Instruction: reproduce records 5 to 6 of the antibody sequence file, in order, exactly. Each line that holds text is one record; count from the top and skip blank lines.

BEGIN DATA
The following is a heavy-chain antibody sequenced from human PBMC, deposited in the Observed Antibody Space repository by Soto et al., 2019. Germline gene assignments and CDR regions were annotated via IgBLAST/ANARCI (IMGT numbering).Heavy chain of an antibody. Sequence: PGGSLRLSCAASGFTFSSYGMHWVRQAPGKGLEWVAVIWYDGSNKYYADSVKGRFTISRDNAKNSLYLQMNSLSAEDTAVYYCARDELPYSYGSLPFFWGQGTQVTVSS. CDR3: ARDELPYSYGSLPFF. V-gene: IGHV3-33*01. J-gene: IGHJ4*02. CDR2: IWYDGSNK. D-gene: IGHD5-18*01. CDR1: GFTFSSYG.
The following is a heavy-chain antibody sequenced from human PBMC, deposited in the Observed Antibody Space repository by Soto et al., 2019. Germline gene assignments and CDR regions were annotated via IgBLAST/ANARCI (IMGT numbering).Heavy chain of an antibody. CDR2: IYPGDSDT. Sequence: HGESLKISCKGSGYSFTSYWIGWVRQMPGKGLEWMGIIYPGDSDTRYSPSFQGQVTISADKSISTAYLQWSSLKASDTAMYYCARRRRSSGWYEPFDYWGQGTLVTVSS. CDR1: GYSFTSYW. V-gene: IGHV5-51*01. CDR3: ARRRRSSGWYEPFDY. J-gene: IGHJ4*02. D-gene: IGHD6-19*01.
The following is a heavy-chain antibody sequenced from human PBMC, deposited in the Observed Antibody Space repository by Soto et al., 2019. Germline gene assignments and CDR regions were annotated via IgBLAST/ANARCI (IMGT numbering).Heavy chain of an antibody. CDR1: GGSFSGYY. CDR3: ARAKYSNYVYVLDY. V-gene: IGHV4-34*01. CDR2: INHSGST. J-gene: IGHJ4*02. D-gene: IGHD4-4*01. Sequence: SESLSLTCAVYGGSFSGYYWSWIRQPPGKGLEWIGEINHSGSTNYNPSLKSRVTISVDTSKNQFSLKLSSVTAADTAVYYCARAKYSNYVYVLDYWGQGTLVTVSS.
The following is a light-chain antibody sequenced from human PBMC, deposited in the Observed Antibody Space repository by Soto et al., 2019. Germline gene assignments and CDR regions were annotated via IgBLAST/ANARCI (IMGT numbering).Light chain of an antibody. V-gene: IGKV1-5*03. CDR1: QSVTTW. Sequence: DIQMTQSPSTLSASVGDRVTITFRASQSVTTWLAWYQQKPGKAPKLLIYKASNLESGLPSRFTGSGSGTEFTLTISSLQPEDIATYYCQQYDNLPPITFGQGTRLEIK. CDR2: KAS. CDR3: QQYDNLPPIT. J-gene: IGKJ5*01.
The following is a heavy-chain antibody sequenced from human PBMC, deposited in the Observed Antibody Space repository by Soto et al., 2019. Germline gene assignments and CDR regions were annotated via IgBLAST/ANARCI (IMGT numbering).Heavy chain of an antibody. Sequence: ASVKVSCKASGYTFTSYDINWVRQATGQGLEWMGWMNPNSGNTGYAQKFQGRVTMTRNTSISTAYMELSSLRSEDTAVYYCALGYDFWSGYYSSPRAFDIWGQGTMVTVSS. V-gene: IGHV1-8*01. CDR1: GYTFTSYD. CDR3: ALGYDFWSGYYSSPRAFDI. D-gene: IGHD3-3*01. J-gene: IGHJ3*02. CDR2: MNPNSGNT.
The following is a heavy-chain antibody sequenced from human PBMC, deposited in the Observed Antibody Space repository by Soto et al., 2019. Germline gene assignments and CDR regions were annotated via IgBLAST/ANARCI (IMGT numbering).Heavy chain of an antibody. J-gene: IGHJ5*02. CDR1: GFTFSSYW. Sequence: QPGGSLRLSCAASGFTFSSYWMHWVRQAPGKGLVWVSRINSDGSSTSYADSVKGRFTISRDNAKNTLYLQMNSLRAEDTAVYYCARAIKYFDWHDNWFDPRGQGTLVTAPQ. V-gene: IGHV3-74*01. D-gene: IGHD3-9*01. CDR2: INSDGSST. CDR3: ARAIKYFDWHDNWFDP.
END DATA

The following is a heavy-chain antibody sequenced from human PBMC, deposited in the Observed Antibody Space repository by Soto et al., 2019. Germline gene assignments and CDR regions were annotated via IgBLAST/ANARCI (IMGT numbering).Heavy chain of an antibody. Sequence: ASVKVSCKASGYTFTSYDINWVRQATGQGLEWMGWMNPNSGNTGYAQKFQGRVTMTRNTSISTAYMELSSLRSEDTAVYYCALGYDFWSGYYSSPRAFDIWGQGTMVTVSS. V-gene: IGHV1-8*01. CDR1: GYTFTSYD. CDR3: ALGYDFWSGYYSSPRAFDI. D-gene: IGHD3-3*01. J-gene: IGHJ3*02. CDR2: MNPNSGNT.
The following is a heavy-chain antibody sequenced from human PBMC, deposited in the Observed Antibody Space repository by Soto et al., 2019. Germline gene assignments and CDR regions were annotated via IgBLAST/ANARCI (IMGT numbering).Heavy chain of an antibody. J-gene: IGHJ5*02. CDR1: GFTFSSYW. Sequence: QPGGSLRLSCAASGFTFSSYWMHWVRQAPGKGLVWVSRINSDGSSTSYADSVKGRFTISRDNAKNTLYLQMNSLRAEDTAVYYCARAIKYFDWHDNWFDPRGQGTLVTAPQ. V-gene: IGHV3-74*01. D-gene: IGHD3-9*01. CDR2: INSDGSST. CDR3: ARAIKYFDWHDNWFDP.